I went on a Fell/Offroad Leader in Running Fitness course last weekend. It was an absorbing and inspiring introduction into coaching for running, something I’ve been wanting to do for a bit since becoming involved with the Junior groups at Clayton Harriers, with whom my daughter trains.
We spent time on the course looking at uphill and downhill running technique, with the usual element of peer assessment to see how we could improve each others running style. I was described as ‘stirring custard’ with my left arm and hand whilst running. Not my right, just my left which apparently dangled out to the side, with a strong elbow bend and didn’t drive in the ‘pocket to socket’ forward plane that is conducive to efficient forward motion. Combine that with some fairly nasty twisting across my pelvis and core under effort, and you have an inefficient style with lots of energy wasted. And a bit of a bruised ego, for my part.
I’d gone away thinking about this, and how I might correct it with drills and excercises in the gym and begun to work on it. It was out on my cyclocross bike that I realised with a classic lightbulb moment why I was doing this, why I was stirring custard.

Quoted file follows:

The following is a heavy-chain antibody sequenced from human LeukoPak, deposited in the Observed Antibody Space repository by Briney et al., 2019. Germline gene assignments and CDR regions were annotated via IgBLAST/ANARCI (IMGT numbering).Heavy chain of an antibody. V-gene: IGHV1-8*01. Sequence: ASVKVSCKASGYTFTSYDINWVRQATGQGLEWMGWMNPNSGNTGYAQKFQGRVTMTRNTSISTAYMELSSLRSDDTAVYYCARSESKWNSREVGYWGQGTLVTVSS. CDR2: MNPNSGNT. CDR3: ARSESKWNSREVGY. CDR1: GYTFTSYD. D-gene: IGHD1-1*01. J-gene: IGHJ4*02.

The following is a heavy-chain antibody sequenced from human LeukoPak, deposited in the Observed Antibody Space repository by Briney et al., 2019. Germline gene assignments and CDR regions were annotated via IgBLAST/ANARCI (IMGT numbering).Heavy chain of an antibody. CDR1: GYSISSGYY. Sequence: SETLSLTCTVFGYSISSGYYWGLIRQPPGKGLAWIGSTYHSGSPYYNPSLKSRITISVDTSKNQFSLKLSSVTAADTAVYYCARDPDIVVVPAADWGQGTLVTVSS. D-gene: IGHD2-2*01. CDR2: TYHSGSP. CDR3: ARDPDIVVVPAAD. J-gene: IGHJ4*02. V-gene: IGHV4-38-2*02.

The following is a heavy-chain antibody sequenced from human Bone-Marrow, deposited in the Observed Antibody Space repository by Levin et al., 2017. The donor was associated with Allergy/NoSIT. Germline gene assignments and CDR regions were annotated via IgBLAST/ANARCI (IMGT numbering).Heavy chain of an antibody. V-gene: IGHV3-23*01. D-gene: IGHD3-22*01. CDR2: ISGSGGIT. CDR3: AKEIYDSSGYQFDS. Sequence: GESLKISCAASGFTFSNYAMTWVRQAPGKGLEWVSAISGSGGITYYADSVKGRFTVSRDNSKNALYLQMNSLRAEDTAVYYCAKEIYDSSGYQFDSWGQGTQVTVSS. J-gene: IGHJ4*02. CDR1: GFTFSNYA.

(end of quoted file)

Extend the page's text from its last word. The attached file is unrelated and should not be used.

It was I deduced, as a result of carrying and running with a cross bike for years and years. A habit and an evolution of hours of training spent doing something inherently unbalanced and unhelpful. Watch this video of a professional cyclocross race in Belgium from a couple of years ago. These are the best riders in the world, and it features in particular, arguably the greatest ‘cross rider of the modern age, the recently retired Sven Nys (in Belgian Champ red, yellow and black).
When Sven and the other riders hit the long sand carrying section to run, they also seem to stir to varying degrees with their left arm, balancing and helping along forward motion with an unhelpful bike across their right shoulder.
Here’s further proof, this time with me (as second rider) training in 2012 for the 3 Peaks Cyclocross race with teammate Dave Haygarth. Hmm.
I seem to have learned to run like a cyclocross rider very well. Except I still do it when not carrying a bike. Food for thought, and for retraining myself to run like a runner a little better. Now to work on that pelvic/core twisting…